Steve Irwin at Australia Zoo | © Richard Giles / WikiCommons

Where To Eat

Feeding Frenzy Food Court

Providing meals to satisfy the whole family, including coffee and cake for when you’re feeling peckish, the Food Court seats up to 1,500 people, standing as one of the Sunshine Coast’s largest food and beverage operations. Whether you eat whilst listening to one of Bindi’s Wildlife Adventures, or admire the napping koalas in the trees within the food court, the Feeding Frenzy is much more than a place to eat.

Dingo Diner

Within the exotic mammals precinct, the more intimate Dingo Diner serves hot food, sandwiches, coffee, cakes and ice cream for the warmer days. However, if you don’t make it here there are many smaller vendors throughout the zoo offering pies, ice cream and a selection of drinks.

Tiger at Australia Zoo | © Andy Hay / Flickr
Tiger at Australia Zoo | © Andy Hay / Flickr

Where To Stay

Beerwah Motor Lodge

Located 1.6km from Australia Zoo lies the Beerwah Motor Lodge offering a casual redbrick motel within close proximity to the zoo. Surrounded by the lush trees, you can relax on comfortable beds and pillows after a busy day sightseeing or exploring the zoo. Unlike hotels, this Lodge offers the simple touches that are often forgotten in turning a room into a home.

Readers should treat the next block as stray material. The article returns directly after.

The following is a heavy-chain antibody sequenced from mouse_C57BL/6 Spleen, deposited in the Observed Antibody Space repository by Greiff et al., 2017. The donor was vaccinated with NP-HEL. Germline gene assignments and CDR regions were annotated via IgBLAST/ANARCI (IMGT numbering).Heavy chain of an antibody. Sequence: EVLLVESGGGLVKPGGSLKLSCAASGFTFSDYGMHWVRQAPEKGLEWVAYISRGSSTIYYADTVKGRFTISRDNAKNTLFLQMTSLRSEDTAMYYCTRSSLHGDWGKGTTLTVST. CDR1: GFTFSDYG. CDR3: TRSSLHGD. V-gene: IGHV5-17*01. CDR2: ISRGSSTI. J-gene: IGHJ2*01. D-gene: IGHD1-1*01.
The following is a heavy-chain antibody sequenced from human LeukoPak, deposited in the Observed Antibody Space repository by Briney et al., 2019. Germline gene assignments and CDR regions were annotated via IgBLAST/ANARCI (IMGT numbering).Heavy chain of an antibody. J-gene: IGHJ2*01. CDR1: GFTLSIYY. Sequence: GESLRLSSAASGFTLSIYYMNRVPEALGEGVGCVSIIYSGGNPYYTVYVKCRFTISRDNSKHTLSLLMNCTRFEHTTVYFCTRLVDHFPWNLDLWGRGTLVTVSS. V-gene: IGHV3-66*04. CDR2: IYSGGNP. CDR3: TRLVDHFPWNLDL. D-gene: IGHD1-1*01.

Glasshouse Mountains Ecolodge

Immerse yourself in the Queensland rainforests at the relaxing Glasshouse Mountains Ecolodge. This 4-star hotel, located just 10 minutes from Australia Zoo, lies 6km from the Glass House Mountains Lookout and offers a unique eco-friendly escape. Whether you stay in a standard room, a beautifully restored 125-year-old timber country church, or a Victorian or Queenslander Train Carriage, you will be taken away in the blink of an eye.

Mantra Mooloolaba Beach

A bit further away from Australia Zoo is the Mantra Mooloolaba Beach, where you can stay at the doorstep of a restaurant, café and shopping strip and enjoy the beach all at once. Located not far from the waterfront, you can enjoy the sea breeze and view in your one, two or three bedroom apartment – each with a private balcony – and wind down in the outdoor pool or spa after a big adventure.

Koala at Australia Zoo | © craigles75 / Flickr
Koala at Australia Zoo | © craigles75 / Flickr